Except, alas, I know there are some people who do do that – the number of “Trump going down on Putin” jokes are legion.  “I don’t think homosexuality demeans someone,” they’ll say.  “I just know it hurts Trump to see him in what he would perceive as a demeaning position, so I’m going to tell the world this funny joke based off the idea that gay men are awful and blowjobs are degrading and hope you recognize that my bigotry is artisan.”

And if that’s your approach, then what the fuck is the difference between you and Trump except for your choice of target?  You’re both schoolyard bullies with scorched-earth tactics, willing to propagate whatever inadvertent meanness you’re capable of so long as maybe it hurts your target.

Except remember: it doesn’t even do that.  You’re out in the bleachers, doofus.  At least when Trump starts calling people names, they’re guaranteed to hear what he said.  You?  You’re just some schmuck in the crowd, yelling in your friends’ ears.  Unless you’re toting 100,000 friends on Twitter, your ego’s rivaling Trump’s to think that your every Facebook bon mot will be read, personally, by the goddamned President of the United States.

Now.  This is where the inevitable me-defense comes up – as in, “Well, I have dentures, and I think it’s funny!” – and under normal circumstances I would go out of my way to point out that this isn’t about you, it’s about your friends who may never say anything to you because they’ve internalized this societal shame, and finding a single person who’s okay with a shitty joke doesn’t necessarily make it not-shitty….

But here’s the real point.  The real goddamned point.

This is Trump.

Why do you have to make fun of his physicality when there’s so many other things he chose to do that you could mock him for?

If you’re opposed to Trump, it’s not because of his wig – it’s because he’s done things.  Maybe you don’t like the way he’s let homophobic zealots take over the government, maybe you hate how he’s let Puerto Rico languish, maybe you despise how he’s worked hard to stoke the fires of anti-Muslim hatred.  Like any President, if you’re opposed, you’ve got a million valid reasons to loathe what he’s done.

And you’re going after his dentures?  His goddamned dentures?

That’s like walking into a museum devoted to the Holocaust and finding nothing but goofy pictures of Hitler’s mustache.  You don’t have to bodyshame Trump.  You’ve got a thousand better arrows in your fucking quiver.  And picking on the dude’s dorky looks doesn’t do a goddamned thing to convince unswayed voters, because voters generally don’t vote based on the “looks derpiest” methodology.

Point out where he did wrong.  Point out his intellectual failures, because while it’s no shame to be low on smarts, the man ran for President and claimed competency.  Point out his shabby policies.  Hell, point out that he likes his steak well-done, who the hell wants that?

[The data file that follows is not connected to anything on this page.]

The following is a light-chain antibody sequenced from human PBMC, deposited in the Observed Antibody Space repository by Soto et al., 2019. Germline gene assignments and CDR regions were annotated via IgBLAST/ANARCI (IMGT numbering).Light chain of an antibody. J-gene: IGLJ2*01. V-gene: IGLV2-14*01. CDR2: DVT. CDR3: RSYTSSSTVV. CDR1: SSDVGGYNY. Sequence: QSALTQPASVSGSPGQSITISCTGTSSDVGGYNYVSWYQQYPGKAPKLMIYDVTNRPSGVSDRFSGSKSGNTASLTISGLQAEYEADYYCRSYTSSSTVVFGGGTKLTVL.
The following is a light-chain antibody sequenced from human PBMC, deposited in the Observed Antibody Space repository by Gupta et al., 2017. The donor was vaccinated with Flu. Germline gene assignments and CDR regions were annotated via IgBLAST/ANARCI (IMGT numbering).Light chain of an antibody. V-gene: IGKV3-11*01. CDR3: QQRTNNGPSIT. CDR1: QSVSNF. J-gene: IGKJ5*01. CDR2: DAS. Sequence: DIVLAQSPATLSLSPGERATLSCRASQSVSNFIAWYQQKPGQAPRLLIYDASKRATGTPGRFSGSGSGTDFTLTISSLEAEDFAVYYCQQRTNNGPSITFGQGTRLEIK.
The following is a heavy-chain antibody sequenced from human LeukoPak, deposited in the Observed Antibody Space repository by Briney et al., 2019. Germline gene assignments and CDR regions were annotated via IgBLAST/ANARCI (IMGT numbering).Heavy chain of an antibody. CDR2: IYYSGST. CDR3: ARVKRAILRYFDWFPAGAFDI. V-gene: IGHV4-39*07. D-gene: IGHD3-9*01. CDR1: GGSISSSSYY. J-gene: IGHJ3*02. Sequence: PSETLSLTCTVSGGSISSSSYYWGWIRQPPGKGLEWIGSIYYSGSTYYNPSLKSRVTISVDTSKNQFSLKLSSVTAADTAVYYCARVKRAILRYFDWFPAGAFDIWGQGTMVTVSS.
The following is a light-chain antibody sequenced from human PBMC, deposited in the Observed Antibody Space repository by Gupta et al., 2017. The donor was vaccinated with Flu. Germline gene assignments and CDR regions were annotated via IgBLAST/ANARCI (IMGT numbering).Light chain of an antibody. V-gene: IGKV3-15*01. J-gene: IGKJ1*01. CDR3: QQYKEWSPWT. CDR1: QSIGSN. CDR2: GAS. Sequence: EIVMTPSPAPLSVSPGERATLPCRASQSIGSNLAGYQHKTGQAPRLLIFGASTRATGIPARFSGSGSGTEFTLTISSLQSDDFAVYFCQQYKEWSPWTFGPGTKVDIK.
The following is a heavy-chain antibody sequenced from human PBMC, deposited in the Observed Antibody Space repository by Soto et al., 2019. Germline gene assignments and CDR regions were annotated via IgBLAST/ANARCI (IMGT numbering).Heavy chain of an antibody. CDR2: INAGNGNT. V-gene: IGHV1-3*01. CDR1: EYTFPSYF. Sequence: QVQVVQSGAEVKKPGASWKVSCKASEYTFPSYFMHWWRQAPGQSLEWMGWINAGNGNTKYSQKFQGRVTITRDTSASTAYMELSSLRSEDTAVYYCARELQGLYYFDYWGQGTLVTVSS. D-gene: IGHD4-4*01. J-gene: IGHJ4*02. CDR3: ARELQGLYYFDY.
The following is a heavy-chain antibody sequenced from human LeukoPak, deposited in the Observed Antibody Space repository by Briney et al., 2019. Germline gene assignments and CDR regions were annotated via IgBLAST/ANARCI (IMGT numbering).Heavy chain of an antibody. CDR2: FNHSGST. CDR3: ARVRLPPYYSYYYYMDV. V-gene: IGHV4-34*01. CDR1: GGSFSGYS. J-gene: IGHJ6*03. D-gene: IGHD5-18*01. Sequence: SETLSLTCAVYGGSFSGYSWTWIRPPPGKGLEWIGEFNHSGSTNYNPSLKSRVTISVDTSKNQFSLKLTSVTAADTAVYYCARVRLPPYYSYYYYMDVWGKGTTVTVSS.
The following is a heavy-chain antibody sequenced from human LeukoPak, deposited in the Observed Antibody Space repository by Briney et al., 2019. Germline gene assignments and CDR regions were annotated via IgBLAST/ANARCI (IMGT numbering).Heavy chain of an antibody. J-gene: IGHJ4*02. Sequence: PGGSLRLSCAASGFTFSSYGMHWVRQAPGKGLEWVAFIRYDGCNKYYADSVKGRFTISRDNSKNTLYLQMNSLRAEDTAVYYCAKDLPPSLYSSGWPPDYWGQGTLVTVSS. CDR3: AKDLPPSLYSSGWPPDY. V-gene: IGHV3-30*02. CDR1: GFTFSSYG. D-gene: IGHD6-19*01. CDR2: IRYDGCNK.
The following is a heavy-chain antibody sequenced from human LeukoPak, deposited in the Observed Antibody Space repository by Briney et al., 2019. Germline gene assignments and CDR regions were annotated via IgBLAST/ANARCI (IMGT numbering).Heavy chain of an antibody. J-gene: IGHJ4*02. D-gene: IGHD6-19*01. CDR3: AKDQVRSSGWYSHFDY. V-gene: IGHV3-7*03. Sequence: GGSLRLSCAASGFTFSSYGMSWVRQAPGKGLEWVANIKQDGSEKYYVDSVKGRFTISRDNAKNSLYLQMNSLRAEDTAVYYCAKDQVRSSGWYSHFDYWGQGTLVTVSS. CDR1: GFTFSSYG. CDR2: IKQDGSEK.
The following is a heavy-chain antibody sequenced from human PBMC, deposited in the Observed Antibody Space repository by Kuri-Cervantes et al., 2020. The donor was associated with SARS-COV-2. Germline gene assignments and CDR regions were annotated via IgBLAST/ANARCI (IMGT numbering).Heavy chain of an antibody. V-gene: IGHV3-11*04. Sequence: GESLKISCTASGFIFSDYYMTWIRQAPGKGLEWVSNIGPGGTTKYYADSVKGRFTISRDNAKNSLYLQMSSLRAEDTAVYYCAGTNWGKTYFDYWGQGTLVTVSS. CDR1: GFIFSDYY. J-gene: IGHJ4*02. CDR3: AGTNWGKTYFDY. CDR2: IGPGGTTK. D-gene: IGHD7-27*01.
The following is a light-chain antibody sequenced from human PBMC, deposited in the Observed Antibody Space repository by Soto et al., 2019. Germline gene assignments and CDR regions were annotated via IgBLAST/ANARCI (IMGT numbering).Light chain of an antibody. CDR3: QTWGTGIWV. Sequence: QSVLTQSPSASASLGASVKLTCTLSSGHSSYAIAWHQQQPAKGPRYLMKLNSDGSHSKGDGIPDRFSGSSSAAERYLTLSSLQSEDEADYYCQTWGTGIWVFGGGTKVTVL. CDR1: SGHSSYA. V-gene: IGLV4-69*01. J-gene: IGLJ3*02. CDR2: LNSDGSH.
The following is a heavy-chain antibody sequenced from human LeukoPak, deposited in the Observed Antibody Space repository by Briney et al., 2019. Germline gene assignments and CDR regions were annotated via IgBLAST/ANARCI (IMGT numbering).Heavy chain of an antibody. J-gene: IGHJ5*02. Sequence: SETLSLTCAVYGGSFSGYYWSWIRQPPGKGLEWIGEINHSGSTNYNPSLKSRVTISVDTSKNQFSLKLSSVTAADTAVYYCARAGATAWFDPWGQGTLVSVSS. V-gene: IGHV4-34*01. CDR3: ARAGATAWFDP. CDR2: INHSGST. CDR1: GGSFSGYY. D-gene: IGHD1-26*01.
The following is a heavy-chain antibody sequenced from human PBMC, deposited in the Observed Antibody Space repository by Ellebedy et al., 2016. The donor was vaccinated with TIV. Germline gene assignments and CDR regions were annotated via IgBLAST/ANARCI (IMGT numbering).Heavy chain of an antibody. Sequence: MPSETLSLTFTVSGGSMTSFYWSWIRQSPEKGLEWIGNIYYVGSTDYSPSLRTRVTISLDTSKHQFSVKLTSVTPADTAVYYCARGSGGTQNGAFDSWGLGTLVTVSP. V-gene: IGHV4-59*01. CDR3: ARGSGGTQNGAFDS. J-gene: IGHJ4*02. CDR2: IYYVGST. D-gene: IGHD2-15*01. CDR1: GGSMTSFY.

(I have some dear friends who like their steaks well-done.  I will mock them for that.  It’s a choice, people, and a bad one.  Step away.)

But aside from the spray-on tan – because he woke up one morning and chose that shade of orange – insulting Trump’s body for almost any reason doesn’t work.  He doesn’t hear you.  Your friends do.  And when you go “I’m only making fun of fat people because he does it!”, contemplate the fact that people who do not pick up on your carefully-crafted irony take it at face value.  Contemplate the fact that no biologically-born male woke up one day and chose to have a smaller penis, and your hipster body-shaming is propagating all the same values that Donald Trump himself loves – namely, that big dicks indicate competence and small dicks indicate inadequacy.  (Whereas what it really represents is a biological marker that doesn’t make you any more or less capable.)

Sure.  maybe you could, somehow, get across that careful and perhaps-nonexistent distinction of “I mock this because I feel it would bother him, not because I would think less of anyone who actually had this happen to them,” why fucking bother when there’s a billion other cheap shots to take that won’t potentially cause people you love with no teeth or small cocks or some other unchangeable similarity to Trump to cringe?

And maybe, in the end, it comes down to this: you think if someone was born with a smaller cock or bad teeth or thin hair, they genuinely deserve to be made fun of.  You’re free to have that opinion, of course.  Just as my opinion of you is that you’re a waste of human flesh.

As for the rest of you: The best way to make fun of Trump’s tiny penis is this:

Don’t.

Do better.